The cultural significance of the Redfern Town Hall is related to the period of its construction during a pivotal time in the history of the Municipality of Redfern, and it is considered a reflection of Redfern’s period of high prosperity in the 1870’s. The building is also a significant work by George Allen Mansfield. Today, the former Town Hall continues to occupy a commanding position in the streetscape and its retention for alternative uses is indicative of the building’s importance as physical evidence of the history of the area. The building also has social and cultural significance for its association with the Redfern Legal Centre, which has occupied the building since 1986.
Redfern Town Hall is included on the Heritage Inventory of South Sydney City Council (Council of the City of Sydney) but does not appear on the National Trust (NSW) register nor the Register of the National Estate, and is not the subject of any Orders under the Heritage Act (NSW). Despite this lack of recognition, the building works were carried out in accordance with the Burra Charter and a Conservation Plan adopted by Council.
The project involved the restoration, reconstruction and adaptation of the Town Hall, and its re-use as a community facility. In accordance with Council’s Conservation Plan the project involved radical intervention to reinstate the original 1870s facade, the restoration and refurbishment of office spaces and two halls, new amenities, a new commercial kitchen serving both halls, and a lift providing disabled access.
The aim of our conservation work was to return the building to a known earlier state to reflect the principal period of its development from 1870 to 1909 so that it was represented generally as it appeared in the late 19th century. Significant fabric was to be preserved and, where appropriate, restored or reconstructed to its state at the time of its greatest significance. A single but descriptive photograph was available from the City of Sydney Council archives.
The function of the building as a spectator stadium necessitated an uninterrupted view of the field, hence the cantilevered roof structure solution which emphasises the building form and hovers like a giant insect over the seating. A feature of the roof is the triangular support structure connecting the columns to the beams. Paired struts accentuate the roof form and create an elegant colonnade surrounding the building. The building required an electrical upgrade throughout. We chose indirect fluorescent lighting, concealed behind purpose made, shaped baffles floating beneath the ceiling in offices and down lights elsewhere to provide a solution which was both cost and energy efficient.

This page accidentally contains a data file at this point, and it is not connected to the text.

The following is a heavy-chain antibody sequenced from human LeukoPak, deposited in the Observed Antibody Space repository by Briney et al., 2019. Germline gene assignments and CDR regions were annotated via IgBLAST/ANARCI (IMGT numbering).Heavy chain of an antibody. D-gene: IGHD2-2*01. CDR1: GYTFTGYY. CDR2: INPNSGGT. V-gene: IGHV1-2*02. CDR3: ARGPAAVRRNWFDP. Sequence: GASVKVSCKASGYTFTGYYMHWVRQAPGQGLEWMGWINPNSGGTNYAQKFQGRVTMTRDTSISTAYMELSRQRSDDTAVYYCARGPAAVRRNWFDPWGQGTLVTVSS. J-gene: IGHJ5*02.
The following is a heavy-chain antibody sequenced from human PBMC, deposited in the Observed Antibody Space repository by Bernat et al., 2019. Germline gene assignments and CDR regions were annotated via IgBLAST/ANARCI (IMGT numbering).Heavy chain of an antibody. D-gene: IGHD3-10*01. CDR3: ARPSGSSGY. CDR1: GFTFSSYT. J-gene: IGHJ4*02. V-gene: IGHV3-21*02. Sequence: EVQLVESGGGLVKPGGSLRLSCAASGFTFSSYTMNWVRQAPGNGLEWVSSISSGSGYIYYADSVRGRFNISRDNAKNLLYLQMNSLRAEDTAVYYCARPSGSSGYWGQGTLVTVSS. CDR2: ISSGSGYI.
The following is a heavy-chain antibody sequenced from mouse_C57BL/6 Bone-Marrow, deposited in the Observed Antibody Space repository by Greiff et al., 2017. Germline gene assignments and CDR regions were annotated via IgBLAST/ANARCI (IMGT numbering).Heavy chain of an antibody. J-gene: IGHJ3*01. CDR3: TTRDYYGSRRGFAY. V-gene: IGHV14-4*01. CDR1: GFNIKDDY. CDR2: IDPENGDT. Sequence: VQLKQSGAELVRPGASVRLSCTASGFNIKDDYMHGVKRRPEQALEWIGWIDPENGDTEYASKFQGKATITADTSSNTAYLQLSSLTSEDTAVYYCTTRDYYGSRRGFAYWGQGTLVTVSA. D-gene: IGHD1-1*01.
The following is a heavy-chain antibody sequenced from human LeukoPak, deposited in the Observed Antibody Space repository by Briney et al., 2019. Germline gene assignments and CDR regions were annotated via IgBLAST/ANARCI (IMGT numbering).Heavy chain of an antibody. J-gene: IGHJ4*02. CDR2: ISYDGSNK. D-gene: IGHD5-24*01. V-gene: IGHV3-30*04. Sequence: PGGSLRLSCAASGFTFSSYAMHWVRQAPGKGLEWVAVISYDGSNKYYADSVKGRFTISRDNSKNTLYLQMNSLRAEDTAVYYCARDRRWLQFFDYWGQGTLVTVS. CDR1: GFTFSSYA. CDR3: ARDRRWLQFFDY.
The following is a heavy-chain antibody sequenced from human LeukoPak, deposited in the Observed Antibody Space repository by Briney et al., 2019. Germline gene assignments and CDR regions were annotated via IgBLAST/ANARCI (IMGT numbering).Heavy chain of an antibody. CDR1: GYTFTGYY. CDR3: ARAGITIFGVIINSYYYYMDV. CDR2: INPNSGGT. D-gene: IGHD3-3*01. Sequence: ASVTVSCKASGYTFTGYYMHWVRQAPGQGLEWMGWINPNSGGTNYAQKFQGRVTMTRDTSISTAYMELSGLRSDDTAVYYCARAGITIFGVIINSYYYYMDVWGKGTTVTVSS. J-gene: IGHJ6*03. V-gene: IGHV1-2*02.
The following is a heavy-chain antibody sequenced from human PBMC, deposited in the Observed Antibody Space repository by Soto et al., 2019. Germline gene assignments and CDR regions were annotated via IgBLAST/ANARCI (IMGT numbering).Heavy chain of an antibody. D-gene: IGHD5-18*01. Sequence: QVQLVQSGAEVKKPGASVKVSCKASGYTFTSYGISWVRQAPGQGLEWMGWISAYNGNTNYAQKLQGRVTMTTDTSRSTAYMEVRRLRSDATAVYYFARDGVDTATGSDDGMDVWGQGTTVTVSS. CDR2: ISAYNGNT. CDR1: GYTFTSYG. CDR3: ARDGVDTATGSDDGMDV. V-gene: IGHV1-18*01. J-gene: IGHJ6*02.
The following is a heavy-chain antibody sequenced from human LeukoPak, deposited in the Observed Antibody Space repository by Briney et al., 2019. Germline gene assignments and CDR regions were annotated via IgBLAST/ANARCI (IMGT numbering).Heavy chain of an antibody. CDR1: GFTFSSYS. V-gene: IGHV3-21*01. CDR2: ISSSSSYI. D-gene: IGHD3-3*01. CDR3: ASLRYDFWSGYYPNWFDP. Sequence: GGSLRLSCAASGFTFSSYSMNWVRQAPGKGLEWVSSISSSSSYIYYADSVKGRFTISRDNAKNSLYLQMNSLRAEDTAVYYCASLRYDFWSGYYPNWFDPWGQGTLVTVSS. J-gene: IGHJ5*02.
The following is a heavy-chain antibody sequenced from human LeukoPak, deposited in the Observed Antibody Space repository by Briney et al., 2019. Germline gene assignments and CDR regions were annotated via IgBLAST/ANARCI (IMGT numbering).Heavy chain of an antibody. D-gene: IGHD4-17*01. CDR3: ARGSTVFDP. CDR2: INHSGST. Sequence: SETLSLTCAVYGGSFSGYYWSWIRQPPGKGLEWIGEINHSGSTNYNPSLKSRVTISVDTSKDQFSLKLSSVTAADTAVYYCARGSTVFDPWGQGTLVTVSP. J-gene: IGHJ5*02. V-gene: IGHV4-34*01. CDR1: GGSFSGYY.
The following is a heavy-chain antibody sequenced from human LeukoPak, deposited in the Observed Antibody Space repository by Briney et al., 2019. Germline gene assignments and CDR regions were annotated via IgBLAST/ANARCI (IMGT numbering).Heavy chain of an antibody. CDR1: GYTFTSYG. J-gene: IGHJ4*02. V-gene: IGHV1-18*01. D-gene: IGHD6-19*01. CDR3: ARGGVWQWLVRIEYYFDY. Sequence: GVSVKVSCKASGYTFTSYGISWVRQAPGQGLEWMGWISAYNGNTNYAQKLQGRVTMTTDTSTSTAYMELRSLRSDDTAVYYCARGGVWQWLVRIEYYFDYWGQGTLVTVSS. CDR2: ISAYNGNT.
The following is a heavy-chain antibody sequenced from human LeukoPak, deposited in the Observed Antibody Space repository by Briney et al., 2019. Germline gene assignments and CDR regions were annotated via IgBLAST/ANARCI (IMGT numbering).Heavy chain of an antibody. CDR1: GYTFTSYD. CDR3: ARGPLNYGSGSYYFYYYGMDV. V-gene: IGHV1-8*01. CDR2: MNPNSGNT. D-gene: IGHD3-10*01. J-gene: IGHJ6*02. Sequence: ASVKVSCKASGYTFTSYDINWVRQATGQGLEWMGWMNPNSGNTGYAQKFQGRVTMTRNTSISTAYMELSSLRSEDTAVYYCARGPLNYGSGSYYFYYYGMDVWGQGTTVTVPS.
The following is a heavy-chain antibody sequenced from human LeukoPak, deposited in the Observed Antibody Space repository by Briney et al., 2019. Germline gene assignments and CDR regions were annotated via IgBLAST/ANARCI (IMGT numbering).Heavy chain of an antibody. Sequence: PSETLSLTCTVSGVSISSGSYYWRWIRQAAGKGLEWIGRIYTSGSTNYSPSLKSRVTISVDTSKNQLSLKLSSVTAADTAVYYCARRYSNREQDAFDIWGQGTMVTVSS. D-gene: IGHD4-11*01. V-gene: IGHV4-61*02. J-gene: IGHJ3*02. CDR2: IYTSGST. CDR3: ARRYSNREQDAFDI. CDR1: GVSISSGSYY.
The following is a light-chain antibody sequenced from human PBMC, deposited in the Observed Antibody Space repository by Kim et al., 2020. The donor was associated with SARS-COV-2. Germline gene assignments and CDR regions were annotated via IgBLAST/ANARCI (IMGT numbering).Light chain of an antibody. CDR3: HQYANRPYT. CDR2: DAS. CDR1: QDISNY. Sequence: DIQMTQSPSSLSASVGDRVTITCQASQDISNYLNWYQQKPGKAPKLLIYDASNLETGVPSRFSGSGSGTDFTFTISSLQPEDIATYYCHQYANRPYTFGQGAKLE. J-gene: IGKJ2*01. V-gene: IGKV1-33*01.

A state-of-the-art lift and discreet, package-unit air conditioning system were selected to complement the restoration and improve the user environment without detracting from the building’s heritage qualities. A new, purpose-specific concrete roof platform not visible from street level was designed to conceal all plant and equipment. In addition to the new air conditioning system and in accordance with passive design principles, openable vertical sliding sash windows were retained for natural ventilation. Existing materials such as flooring timbers were preserved early in the programme and reused in the new work. All lead containing paint was removed from the exterior of the Town Hall using a ‘peel off’ system and safe disposal methods.
The BCA stipulated the need for a disabled toilet. By locating this toilet facility within the existing walls of a room in close proximity to the lift meant that both floors could access the amenity without difficulty.